NEW ORLEANS -- An interactive online LGBT cultural competency training program for oncologists may be acceptable, feasible, and improve LGBT-related knowledge and clinical practices, according to preliminary results of a pilot study of oncologists in Florida to be presented at the 11th AACR Conference on The Science of Cancer Health Disparities in Racial/Ethnic Minorities and the Medically Underserved, held here Nov. 2-5.
The training program was developed via an interdisciplinary collaboration between investigators at the Sylvester Comprehensive Cancer Center in Miami; the H. Lee Moffitt Cancer Center and Research Institute in Tampa; and the University of Florida Cancer Center in Gainesville.
"LGBT people experience substantial health disparities in various cancer survivorship and quality of life outcomes, including reporting more distress, more relationship difficulties, and less satisfaction with their cancer treatment and care than their heterosexual and cisgender counterparts," said Julia Seay, PhD, research assistant professor at the Sylvester Comprehensive Cancer Center. "As part of a broader effort to address disparities and improve cancer care and survivorship among LGBT people, we are working to improve LGBT cultural competency among oncologists."
LGBT competency involves having the knowledge and ability to work effectively with LGBT patients, explained Seay. It is an evolving skill set that involves not only knowledge about the unique care needs of sexual and gender minority individuals, but also the communication skills to effectively provide high-quality, personalized care for LGBT patients.
Seay's colleagues, Matthew Schabath, PhD, associate member in the Department of Cancer Epidemiology at the H. Lee Moffitt Cancer Center and Research Institute, and Gwendolyn Quinn, PhD, the Livia S. Wan, MD, Professor of Obstetrics and Gynecology in the Department of Obstetrics and Gynecology at New York University Langone Medical Center, previously conducted a national survey of oncologists and found that the overwhelming majority would be willing to receive training on the unique care needs of LGBT patients. This led them to design the interactive online LGBT cultural competency training program.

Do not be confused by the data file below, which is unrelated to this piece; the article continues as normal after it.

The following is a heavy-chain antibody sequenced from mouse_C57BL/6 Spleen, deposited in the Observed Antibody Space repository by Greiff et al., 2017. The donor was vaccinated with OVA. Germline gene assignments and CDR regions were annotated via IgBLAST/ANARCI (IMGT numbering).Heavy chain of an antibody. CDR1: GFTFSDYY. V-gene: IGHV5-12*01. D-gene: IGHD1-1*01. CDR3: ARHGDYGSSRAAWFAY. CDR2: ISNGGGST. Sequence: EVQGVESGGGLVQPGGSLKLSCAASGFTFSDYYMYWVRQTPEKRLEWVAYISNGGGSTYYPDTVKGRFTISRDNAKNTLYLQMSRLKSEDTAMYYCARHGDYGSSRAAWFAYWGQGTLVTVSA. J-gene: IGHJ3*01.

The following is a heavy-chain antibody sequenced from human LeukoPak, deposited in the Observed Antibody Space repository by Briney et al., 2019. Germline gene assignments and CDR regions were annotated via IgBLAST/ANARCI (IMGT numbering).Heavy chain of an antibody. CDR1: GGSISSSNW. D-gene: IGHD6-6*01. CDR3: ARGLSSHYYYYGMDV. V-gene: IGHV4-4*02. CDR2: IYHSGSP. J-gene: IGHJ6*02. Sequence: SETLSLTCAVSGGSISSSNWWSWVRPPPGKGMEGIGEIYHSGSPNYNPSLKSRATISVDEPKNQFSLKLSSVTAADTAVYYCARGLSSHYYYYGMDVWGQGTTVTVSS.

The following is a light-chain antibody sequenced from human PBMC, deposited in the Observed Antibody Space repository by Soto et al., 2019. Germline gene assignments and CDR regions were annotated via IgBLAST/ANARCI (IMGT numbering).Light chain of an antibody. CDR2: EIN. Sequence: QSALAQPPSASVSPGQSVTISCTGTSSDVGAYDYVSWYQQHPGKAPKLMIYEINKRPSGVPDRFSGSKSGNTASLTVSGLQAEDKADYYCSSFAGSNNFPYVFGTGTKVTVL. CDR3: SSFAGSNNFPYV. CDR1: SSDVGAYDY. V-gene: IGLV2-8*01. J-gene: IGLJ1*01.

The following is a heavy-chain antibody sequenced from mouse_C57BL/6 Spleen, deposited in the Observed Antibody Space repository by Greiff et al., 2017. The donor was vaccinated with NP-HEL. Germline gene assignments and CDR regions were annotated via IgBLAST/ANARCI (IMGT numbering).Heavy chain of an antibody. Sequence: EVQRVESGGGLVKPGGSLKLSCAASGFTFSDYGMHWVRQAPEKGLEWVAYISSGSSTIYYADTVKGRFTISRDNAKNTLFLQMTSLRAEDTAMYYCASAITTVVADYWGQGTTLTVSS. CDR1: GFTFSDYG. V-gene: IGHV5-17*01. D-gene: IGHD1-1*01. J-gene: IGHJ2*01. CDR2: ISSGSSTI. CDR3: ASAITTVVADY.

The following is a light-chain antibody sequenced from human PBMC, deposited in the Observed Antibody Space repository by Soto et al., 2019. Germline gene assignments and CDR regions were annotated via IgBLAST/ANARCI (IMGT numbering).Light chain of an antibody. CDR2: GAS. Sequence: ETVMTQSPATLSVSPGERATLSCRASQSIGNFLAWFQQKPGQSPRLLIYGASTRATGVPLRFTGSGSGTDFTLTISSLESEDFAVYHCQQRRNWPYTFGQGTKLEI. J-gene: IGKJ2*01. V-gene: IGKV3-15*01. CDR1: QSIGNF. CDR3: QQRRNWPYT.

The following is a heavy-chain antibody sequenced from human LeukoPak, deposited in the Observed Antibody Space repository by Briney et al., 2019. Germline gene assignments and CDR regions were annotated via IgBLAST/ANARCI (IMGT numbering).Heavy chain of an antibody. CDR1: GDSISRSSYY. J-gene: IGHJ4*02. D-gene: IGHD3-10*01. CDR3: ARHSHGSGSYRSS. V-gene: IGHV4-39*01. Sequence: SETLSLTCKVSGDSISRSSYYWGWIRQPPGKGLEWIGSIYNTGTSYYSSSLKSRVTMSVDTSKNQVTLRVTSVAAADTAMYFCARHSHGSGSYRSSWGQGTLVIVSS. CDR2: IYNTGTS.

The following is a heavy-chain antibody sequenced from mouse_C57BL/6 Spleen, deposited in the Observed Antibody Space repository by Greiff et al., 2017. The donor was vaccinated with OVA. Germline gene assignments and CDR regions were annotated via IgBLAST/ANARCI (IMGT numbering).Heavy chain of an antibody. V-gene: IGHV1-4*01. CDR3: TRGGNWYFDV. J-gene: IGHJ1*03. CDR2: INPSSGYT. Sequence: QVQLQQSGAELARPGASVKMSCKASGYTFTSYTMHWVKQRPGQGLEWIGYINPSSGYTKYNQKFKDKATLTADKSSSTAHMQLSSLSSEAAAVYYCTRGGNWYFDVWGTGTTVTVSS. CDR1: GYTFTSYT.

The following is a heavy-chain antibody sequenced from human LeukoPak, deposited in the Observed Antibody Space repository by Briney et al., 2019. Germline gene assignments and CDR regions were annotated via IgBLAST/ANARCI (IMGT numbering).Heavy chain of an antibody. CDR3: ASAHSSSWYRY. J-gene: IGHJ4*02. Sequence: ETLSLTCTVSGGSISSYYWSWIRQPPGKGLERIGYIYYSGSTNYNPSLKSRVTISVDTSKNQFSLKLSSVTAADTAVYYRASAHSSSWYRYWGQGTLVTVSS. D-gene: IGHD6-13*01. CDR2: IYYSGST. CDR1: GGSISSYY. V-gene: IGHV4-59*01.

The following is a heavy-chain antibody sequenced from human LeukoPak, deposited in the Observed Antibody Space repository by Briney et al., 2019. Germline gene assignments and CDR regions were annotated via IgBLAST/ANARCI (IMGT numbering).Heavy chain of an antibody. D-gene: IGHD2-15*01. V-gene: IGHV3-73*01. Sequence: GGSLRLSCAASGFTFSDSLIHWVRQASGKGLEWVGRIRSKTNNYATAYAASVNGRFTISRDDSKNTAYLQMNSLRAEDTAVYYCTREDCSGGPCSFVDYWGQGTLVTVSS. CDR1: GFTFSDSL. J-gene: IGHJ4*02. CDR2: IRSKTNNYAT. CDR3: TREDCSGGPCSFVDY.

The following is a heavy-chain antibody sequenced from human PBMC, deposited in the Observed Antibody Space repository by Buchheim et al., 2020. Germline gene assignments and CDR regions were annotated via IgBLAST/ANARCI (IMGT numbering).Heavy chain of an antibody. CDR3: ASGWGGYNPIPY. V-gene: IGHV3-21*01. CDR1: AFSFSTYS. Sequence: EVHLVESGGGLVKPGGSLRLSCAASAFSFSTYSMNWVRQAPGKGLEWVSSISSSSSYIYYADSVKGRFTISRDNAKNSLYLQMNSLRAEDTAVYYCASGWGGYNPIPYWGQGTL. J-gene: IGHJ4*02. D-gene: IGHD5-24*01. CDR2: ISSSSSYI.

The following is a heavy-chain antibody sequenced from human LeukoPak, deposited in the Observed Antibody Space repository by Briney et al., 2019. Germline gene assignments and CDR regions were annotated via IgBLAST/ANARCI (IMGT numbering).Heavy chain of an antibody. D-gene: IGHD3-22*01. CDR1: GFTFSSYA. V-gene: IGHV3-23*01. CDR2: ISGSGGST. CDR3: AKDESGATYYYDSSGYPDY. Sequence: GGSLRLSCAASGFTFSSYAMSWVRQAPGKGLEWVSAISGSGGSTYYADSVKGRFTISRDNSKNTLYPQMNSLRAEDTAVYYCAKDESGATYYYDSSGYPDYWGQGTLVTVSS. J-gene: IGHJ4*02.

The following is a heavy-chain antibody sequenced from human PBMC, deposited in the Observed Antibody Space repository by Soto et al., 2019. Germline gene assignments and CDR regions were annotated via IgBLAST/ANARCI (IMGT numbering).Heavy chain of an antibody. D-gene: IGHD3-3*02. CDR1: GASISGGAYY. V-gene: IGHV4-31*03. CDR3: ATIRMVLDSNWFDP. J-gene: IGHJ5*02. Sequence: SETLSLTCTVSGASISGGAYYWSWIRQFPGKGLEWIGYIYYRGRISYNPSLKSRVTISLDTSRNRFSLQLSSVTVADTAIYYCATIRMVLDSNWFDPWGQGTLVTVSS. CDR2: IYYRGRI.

The training program comprises four 30-minute modules. Two of the modules cover general topics, such as sexual orientation and gender identity terminology. The other two are oncology-focused; they include topics such as hormone therapy considerations for transgender patients undergoing cancer treatment and discussions of fertility with LGBT patients within the context of cancer care.
To date, Seay and colleagues have recruited 20 oncologists from Sylvester Comprehensive Cancer Center, Moffitt Cancer Center, and UF Health Cancer Center to participate in the online training and provide feedback via self-administered questionnaire. Among the participating oncologists, 75 percent were heterosexual and cisgender.
Oncologists' LGBT-related knowledge increased after completion of the training: The proportion of participants who correctly answered more than 90 percent of LGBT-related knowledge items was 33 percent before training and 85 percent after training.
LGBT-related attitudes and clinical practices were also improved after completing the training: 70 percent of participants reported an increase in favorable perspectives toward LGBT people and 80 percent reported increasing their endorsement of LGBT-serving clinical practices.
In addition, after completing the training, 90 percent of the oncologists rated the training as either "excellent" or "very good," and 95 percent stated that they would refer another oncologist to the training.
"These descriptive data from our pilot study show that this training program is both feasible and acceptable for oncologists," said Seay. "The preliminary analyses also showed positive pre-post changes in LGBT-related knowledge and clinical practices. We hope to have the formal significance testing analysis completed in advance of the conference."
According to Seay, the main limitation of the study is that it is a pilot study that involved a relatively small sample of oncologists from three institutions in the state of Florida. "This limits our ability to draw conclusions regarding the effectiveness of the training and the findings may not be broadly applicable to oncologists across the United States. However, we are hoping to soon be able to examine the effectiveness of our training among oncologists nationally," said Seay.
This study was supported by a grant from the Florida Academic Cancer Center Alliance. Seay declares no conflicts of interest.